how I had never comprehended how much Mother’s go through until becoming one and becoming so much more grateful for all my own mother must have gone through.

I concur with you 100% on this point. I appreciated my DM so much after I had my first DC.

Let your friends know that MIL is living in the dark ages with that attitude and to take no notice of her.

Awrite Sat 16-Mar-19 13:39:16

Jesus, if someone told me that I had to learn to be selfless, I may have told them to fuck off.

Or, as someone else suggested - tell her that she should learn empathy. Yes, that would be better.

FaFoutis Sat 16-Mar-19 13:49:53

Does your MIL help you OP? It doesn't sound like it.

Maybe her response was defensive.

birdonawire1 Sat 16-Mar-19 14:04:25

It's bloody exhausting having a new baby especially if you also have other children, so she's talking out of her arse.

These stupid women ^ ^ saying it was easier in the old days are no less stupid than mothers today who are lucky enough to have 'easy' babies.

Having had one of each I know there is a major difference in your tiredness levels so talking about perfectionism being part of the issue is just nonsense. 50 years ago being the perfect housewife was far more prevalent than it is today. People also have a better understanding of the needs of babies, and being taken away from a new mother or left to cry in a nursery is not one of those needs. Breastfeeding too is a major source of exhaustion.

KurriKurri Sat 16-Mar-19 14:07:40

That isn't true - my DS is 35, I was sent home the day after giving birth with 3th degree tears. The baby was with me all night.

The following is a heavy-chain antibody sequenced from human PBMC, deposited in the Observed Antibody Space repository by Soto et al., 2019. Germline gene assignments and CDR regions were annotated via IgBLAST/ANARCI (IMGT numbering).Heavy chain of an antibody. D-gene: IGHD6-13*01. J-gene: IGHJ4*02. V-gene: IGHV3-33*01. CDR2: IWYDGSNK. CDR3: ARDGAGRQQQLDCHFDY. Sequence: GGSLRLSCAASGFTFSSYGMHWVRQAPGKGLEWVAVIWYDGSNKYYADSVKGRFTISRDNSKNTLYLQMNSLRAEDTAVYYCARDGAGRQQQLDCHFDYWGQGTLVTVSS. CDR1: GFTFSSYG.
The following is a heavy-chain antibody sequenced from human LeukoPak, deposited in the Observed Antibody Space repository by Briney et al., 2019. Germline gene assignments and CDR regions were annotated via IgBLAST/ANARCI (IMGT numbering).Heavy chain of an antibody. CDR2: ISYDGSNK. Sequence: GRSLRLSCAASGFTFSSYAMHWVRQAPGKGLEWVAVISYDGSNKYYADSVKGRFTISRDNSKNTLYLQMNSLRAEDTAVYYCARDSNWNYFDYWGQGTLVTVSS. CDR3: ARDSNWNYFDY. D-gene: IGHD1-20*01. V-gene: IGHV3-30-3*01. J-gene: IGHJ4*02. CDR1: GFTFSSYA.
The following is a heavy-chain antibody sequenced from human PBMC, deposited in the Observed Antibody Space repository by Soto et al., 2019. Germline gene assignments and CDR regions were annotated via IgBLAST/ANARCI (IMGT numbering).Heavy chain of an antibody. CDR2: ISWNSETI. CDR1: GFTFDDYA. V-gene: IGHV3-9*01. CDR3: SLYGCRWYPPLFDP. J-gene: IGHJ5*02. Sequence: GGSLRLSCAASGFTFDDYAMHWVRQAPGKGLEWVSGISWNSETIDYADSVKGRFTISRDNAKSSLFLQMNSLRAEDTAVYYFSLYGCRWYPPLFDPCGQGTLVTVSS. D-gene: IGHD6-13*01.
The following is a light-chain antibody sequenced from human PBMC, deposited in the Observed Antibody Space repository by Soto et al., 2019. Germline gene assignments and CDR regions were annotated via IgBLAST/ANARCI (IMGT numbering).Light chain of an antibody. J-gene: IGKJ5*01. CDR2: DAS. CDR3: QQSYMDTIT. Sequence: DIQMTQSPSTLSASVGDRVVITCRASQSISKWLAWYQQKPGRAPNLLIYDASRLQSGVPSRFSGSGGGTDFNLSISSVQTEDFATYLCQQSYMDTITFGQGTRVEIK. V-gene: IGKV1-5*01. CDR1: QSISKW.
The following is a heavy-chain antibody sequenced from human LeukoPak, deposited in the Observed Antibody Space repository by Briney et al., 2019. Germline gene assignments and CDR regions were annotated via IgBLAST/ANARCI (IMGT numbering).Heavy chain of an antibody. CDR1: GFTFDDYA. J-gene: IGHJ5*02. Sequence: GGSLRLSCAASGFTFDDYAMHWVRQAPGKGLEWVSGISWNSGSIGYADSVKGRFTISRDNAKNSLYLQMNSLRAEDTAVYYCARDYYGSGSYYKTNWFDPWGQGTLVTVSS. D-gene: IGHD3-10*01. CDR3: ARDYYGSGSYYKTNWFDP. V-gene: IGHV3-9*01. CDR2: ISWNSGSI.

My DD is 30, I came home the day I gave birth.

I wish people wouldn't rabbit on about '35 yrs ago' as if it was Victorian times.

I think your MIL was rude OP - especially when your friends needed empathy and ressurance that they weren't failing to cope but that everyone finds it hard. Babies are so utterly different - my DS didn;t sleep through the night until he was about 3 and half. Up until he was nine months he woke every hour - I was exhausted. My DD on the other hand lept through at 10 weeks - I kept poking her to see if she was OK ! grin. We all struggle at some point whether when they are tiny or when they get toddlery or teenagery - each stage has it's challenges. And it isn;t being selfish to say you are finding things hard at any given time.

I sounds as if your MIL might have felt you were having a dig at her (she sounds quite unhelpful) so she got a bit snappy. i'd just make sure she's not around when your friends come over next time (I don't mean do her in - just don't invite her grin)